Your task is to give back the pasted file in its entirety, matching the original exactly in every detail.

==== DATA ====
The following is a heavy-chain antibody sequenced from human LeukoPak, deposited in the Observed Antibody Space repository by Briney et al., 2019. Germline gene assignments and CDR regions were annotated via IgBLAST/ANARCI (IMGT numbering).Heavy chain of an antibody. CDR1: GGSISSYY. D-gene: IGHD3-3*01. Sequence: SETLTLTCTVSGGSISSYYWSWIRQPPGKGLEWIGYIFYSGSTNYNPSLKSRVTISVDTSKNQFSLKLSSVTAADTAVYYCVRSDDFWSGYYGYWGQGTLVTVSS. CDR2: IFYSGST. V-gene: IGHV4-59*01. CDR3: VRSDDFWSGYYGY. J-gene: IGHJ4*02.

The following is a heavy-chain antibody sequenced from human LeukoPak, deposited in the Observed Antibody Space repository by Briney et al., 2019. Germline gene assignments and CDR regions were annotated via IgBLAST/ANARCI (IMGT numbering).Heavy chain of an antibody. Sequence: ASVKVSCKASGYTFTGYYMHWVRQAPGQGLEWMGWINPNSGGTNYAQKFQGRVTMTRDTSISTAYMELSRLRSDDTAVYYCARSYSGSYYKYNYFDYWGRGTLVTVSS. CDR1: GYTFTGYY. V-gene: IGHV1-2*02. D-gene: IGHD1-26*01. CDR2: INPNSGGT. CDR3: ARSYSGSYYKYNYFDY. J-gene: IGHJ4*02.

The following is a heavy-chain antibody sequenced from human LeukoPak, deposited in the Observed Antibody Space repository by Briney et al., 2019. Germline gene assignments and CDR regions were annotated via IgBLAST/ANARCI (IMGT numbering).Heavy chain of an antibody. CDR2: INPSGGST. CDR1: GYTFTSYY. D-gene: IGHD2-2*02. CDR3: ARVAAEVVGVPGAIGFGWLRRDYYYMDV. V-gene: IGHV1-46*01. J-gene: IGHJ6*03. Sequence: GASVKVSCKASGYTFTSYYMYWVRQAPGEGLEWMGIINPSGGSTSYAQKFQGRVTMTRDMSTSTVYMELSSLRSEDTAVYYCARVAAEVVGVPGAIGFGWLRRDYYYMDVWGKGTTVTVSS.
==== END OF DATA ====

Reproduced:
The following is a heavy-chain antibody sequenced from human LeukoPak, deposited in the Observed Antibody Space repository by Briney et al., 2019. Germline gene assignments and CDR regions were annotated via IgBLAST/ANARCI (IMGT numbering).Heavy chain of an antibody. CDR1: GGSISSYY. D-gene: IGHD3-3*01. Sequence: SETLTLTCTVSGGSISSYYWSWIRQPPGKGLEWIGYIFYSGSTNYNPSLKSRVTISVDTSKNQFSLKLSSVTAADTAVYYCVRSDDFWSGYYGYWGQGTLVTVSS. CDR2: IFYSGST. V-gene: IGHV4-59*01. CDR3: VRSDDFWSGYYGY. J-gene: IGHJ4*02.

The following is a heavy-chain antibody sequenced from human LeukoPak, deposited in the Observed Antibody Space repository by Briney et al., 2019. Germline gene assignments and CDR regions were annotated via IgBLAST/ANARCI (IMGT numbering).Heavy chain of an antibody. Sequence: ASVKVSCKASGYTFTGYYMHWVRQAPGQGLEWMGWINPNSGGTNYAQKFQGRVTMTRDTSISTAYMELSRLRSDDTAVYYCARSYSGSYYKYNYFDYWGRGTLVTVSS. CDR1: GYTFTGYY. V-gene: IGHV1-2*02. D-gene: IGHD1-26*01. CDR2: INPNSGGT. CDR3: ARSYSGSYYKYNYFDY. J-gene: IGHJ4*02.

The following is a heavy-chain antibody sequenced from human LeukoPak, deposited in the Observed Antibody Space repository by Briney et al., 2019. Germline gene assignments and CDR regions were annotated via IgBLAST/ANARCI (IMGT numbering).Heavy chain of an antibody. CDR2: INPSGGST. CDR1: GYTFTSYY. D-gene: IGHD2-2*02. CDR3: ARVAAEVVGVPGAIGFGWLRRDYYYMDV. V-gene: IGHV1-46*01. J-gene: IGHJ6*03. Sequence: GASVKVSCKASGYTFTSYYMYWVRQAPGEGLEWMGIINPSGGSTSYAQKFQGRVTMTRDMSTSTVYMELSSLRSEDTAVYYCARVAAEVVGVPGAIGFGWLRRDYYYMDVWGKGTTVTVSS.